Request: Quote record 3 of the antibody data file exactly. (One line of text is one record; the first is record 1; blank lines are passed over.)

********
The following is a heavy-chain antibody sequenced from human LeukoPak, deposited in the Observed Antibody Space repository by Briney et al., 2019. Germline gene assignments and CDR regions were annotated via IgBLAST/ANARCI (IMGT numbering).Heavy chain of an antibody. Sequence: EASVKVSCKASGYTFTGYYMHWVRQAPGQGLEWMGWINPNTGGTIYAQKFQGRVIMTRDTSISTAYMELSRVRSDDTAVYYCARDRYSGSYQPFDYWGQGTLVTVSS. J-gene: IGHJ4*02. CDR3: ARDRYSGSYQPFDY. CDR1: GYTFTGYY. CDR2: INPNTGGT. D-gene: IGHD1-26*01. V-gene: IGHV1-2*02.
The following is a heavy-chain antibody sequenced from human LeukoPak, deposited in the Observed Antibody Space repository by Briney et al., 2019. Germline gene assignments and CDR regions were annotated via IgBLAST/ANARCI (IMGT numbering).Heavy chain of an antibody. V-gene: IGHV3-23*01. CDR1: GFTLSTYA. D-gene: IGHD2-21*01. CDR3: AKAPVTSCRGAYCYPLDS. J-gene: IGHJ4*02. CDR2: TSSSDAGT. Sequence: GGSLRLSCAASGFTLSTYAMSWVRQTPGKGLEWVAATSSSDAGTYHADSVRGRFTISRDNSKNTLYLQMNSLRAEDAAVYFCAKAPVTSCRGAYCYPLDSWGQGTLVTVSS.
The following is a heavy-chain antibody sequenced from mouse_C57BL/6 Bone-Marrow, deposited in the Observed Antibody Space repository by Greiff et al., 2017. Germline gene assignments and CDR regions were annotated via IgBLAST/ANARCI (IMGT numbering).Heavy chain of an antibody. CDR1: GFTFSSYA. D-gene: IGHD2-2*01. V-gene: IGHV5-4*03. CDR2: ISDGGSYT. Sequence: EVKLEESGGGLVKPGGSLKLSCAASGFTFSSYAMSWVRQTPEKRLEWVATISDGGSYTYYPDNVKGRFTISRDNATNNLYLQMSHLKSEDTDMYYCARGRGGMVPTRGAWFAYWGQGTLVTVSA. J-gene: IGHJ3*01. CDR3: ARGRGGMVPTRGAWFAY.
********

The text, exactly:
The following is a heavy-chain antibody sequenced from mouse_C57BL/6 Bone-Marrow, deposited in the Observed Antibody Space repository by Greiff et al., 2017. Germline gene assignments and CDR regions were annotated via IgBLAST/ANARCI (IMGT numbering).Heavy chain of an antibody. CDR1: GFTFSSYA. D-gene: IGHD2-2*01. V-gene: IGHV5-4*03. CDR2: ISDGGSYT. Sequence: EVKLEESGGGLVKPGGSLKLSCAASGFTFSSYAMSWVRQTPEKRLEWVATISDGGSYTYYPDNVKGRFTISRDNATNNLYLQMSHLKSEDTDMYYCARGRGGMVPTRGAWFAYWGQGTLVTVSA. J-gene: IGHJ3*01. CDR3: ARGRGGMVPTRGAWFAY.